Drug dependency has created a predatory environment for far too many of our citizens. In order to get back to what made our region great, lawmakers are taking action to accomplish three very important things: education, prevention, and treatment. 
Education is vital to stopping addiction before it begins. We must ensure our children are fully aware of the dangers addiction presents, and the House has taken significant steps to do so. Specifically, we passed a measure that will allow public school students from elementary through high school to learn about the harmful effects of prescription opioid abuse and addiction. Recommendations for the curriculum would be developed by the state Office of Drug Control Policy and implemented by the Kentucky Department of Education. It is our duty to see that Kentucky’s youth are educated on the harsh realities of drug addiction, and not let them fall prey to the belief that drugs are socially acceptable.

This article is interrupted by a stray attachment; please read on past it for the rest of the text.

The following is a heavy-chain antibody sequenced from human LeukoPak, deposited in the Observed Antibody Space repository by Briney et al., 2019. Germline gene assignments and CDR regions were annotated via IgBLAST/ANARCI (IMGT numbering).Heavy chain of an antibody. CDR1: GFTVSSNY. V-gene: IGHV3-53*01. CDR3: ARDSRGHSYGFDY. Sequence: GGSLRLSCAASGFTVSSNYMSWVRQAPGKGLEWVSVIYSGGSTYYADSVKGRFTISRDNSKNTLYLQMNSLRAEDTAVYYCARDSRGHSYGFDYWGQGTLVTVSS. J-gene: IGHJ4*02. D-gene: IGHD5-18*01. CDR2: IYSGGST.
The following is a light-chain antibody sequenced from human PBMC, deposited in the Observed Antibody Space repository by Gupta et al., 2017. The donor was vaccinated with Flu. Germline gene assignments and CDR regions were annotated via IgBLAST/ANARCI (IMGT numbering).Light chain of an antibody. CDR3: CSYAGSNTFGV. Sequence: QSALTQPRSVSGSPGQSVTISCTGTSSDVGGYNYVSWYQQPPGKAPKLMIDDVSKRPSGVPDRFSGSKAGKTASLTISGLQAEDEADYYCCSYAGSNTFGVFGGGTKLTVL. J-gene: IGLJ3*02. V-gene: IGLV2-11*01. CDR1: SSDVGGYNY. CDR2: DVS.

Prevention is also key to stopping the epidemic that has swept across our Commonwealth. The House has sent a clear message that we will not tolerate drugs in our communities by passing House Bill 333. This is an aggressive measure aimed at tackling our state’s drug problem by increasing penalties for carfentanil and fentanyl derivatives while also preventing medical patients from succumbing to pain pill addiction. We increasingly see addiction begin in our medicine cabinets, and it is vital we stop the mindset that opioids are the only solution to pain. House Bill 333 will prevent the excessive prescribing of pain pills, while promoting alternative treatments, and stopping addiction that begins with a medical need. 
While education and prevention are imperative to stopping addiction, the reality is that many Kentuckians are already suffering through this epidemic with nowhere to turn. We heard Governor Bevin address it earlier this year in the State of the Commonwealth, and the House remains committed to increasing access to treatment. With the number of individuals facing addiction in our state, it is unacceptable that we are not properly equipped to help them. The House will allocate funding in the upcoming biennial budget to increase access to treatment and help those struggling through this battle.